The ROC PRIMED study excluded anyone with a known preference for refusing lifesaving treatment, as stated on a Physicians Orders for Life Sustaining Treatment (POLST) form or other advance directives, women with an obvious pregnancy or people under arrest at the time of the cardiac arrest. The study only enrolled people ages 18 and older.
The ROC PRIMED study is one of a series of federally funded studies known as the Resuscitation Outcomes Consortium (ROC). Portland was designated a ROC community by the National Institutes of Health in 2004. The consortium comprises 10 regional medical centers across the United States and Canada that seek to find promising scientific and clinical advances to improve survival from cardiac arrest and severe trauma. These studies enroll patients in the emergency setting without their consent under the FDA's exception from informed consent rules. Before each study was initiated, there was an extended period of public notification and consultation. Community members were also provided with a way to "opt-out" of studies like this one, by requesting and wearing a "no study" bracelet (similar to medical alert bracelet) that EMS providers were trained to look for and honor.
EMS agencies across North America use slightly varying methods to treat patients. ROC investigators would like to determine the best methods for treating victims of cardiac arrest and severe trauma. The best way to do this is to get the treatment to victims as quickly as possible, which means at the site of the incident. The ROC consortium allows studies to be conducted simultaneously in multiple locations, both urban and rural, thus taking less time to complete, and allowing results to more quickly guide future practice.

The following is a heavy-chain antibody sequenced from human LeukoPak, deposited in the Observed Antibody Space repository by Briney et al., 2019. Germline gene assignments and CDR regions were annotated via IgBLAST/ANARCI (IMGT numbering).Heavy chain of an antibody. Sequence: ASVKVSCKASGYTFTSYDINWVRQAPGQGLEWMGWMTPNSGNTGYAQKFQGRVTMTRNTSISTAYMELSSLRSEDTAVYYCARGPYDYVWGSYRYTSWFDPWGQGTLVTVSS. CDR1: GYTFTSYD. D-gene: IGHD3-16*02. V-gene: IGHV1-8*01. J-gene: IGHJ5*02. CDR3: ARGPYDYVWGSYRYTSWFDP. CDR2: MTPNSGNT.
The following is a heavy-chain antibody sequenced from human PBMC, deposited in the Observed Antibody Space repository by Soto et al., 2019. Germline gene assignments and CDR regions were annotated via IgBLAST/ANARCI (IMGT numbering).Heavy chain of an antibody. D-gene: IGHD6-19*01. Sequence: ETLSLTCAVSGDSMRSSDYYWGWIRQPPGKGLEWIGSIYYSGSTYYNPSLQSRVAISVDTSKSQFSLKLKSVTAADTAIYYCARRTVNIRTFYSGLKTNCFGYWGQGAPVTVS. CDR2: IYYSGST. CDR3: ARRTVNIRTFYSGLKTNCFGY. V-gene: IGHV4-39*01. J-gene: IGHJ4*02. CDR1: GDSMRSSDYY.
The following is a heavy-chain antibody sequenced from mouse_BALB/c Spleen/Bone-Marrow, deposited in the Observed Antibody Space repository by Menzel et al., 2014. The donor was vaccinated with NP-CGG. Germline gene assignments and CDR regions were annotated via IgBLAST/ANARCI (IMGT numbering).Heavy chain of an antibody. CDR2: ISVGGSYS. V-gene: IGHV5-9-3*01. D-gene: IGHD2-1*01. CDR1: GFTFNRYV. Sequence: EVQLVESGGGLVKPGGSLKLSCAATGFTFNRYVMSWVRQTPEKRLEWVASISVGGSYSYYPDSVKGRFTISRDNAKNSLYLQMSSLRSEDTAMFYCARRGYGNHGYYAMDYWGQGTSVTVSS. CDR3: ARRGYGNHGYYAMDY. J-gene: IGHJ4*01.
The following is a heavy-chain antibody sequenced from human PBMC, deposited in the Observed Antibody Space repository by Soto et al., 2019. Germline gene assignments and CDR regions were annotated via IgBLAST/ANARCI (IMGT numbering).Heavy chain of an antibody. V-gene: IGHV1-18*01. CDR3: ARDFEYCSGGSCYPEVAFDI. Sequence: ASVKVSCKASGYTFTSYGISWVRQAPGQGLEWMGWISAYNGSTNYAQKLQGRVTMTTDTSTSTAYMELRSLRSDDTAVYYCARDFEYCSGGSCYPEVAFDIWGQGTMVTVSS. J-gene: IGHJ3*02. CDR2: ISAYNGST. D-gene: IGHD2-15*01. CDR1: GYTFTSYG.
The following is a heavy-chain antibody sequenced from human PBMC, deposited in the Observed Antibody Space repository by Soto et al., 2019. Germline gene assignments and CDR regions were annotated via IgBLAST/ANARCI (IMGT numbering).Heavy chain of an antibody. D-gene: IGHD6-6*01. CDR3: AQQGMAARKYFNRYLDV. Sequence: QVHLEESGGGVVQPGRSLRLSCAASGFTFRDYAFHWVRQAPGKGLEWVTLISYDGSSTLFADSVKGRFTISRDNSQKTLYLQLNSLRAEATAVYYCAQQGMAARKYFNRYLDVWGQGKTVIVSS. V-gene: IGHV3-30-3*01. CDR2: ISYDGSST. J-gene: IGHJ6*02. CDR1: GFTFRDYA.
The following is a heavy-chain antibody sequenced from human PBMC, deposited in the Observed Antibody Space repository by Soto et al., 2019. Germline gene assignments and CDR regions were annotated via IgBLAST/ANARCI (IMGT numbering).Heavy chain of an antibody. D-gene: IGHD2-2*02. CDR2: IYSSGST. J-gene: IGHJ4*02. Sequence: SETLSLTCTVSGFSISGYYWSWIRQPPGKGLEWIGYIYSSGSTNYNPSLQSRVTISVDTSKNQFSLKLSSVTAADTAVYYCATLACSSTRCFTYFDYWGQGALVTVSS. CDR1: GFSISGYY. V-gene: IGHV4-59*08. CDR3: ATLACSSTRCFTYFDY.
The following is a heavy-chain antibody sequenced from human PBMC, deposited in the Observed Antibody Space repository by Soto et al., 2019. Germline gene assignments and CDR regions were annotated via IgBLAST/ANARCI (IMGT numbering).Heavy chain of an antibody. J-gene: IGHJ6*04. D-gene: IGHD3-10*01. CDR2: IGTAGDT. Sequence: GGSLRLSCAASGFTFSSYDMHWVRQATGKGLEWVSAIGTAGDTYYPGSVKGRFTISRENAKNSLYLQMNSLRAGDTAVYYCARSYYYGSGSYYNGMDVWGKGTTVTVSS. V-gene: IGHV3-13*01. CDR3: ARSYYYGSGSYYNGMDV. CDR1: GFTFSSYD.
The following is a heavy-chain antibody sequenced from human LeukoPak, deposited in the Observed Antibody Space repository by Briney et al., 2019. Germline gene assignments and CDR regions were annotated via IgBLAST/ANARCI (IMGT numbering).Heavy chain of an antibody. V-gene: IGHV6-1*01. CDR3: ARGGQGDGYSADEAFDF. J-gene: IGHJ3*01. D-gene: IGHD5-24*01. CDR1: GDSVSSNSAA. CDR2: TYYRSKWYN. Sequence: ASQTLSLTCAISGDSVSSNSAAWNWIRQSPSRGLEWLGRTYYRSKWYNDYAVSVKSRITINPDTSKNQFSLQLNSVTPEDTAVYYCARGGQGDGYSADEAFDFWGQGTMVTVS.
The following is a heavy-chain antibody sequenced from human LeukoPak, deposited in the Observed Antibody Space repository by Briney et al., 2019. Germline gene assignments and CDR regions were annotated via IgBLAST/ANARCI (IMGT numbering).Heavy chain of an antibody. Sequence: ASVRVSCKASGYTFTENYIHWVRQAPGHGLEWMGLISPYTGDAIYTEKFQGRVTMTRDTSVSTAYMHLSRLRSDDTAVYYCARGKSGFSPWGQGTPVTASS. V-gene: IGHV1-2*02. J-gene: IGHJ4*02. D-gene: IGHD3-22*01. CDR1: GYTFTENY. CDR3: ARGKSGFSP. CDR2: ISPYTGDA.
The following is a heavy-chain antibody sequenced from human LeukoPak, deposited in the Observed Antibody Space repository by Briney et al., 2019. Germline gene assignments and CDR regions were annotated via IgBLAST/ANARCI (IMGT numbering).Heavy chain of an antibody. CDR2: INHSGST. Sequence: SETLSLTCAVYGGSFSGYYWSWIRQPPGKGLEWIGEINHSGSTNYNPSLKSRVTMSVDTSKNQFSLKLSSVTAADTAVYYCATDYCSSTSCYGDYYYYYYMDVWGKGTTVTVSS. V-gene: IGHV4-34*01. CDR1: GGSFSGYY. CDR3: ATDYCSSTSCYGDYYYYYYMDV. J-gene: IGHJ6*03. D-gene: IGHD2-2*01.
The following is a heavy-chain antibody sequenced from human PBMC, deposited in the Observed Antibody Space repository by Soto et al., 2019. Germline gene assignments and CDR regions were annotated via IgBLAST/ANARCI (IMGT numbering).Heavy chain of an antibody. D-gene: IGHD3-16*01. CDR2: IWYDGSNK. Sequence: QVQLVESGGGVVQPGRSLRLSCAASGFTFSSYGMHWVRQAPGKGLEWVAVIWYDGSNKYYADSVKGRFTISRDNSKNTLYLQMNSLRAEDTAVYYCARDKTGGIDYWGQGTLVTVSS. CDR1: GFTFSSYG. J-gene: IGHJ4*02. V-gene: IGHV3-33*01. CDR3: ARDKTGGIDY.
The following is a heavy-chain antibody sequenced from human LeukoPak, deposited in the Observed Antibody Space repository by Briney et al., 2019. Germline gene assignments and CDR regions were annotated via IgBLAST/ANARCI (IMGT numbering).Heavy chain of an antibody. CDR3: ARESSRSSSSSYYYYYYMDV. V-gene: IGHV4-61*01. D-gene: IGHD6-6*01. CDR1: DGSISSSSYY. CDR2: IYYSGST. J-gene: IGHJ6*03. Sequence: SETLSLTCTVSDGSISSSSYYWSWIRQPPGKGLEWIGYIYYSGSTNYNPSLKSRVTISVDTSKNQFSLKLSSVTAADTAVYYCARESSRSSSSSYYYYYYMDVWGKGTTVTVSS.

The National Heart and Lung Blood Institute is the lead federal sponsor of the ROC studies. Additional funding is provided by the NIH's National Institute of Neurological Disorders and Stroke, the Institute of Circulatory and Respiratory Health of the Canadian Institutes of Health Research, US Army Medical Research & Materiel Command, American Heart Association, Defense Research and Development Canada, and the Heart and Stroke Foundation of Canada. For more information about the ROC PRIMED study or other studies within the Department of Emergency Medicine at OHSU, the community can visit www.ohsu.edu/emergency/roc.
Oregon Health & Science University is the state's only health and research university, and Oregon's only academic health center. OHSU is Portland's largest employer and the fourth largest in Oregon (excluding government). OHSU's size contributes to its ability to provide many services and community support activities not found anywhere else in the state. It serves patients from every corner of the state, and is a conduit for learning for more than 3,400 students and trainees. OHSU is the source of more than 200 community outreach programs that bring health and education services to every county in the state.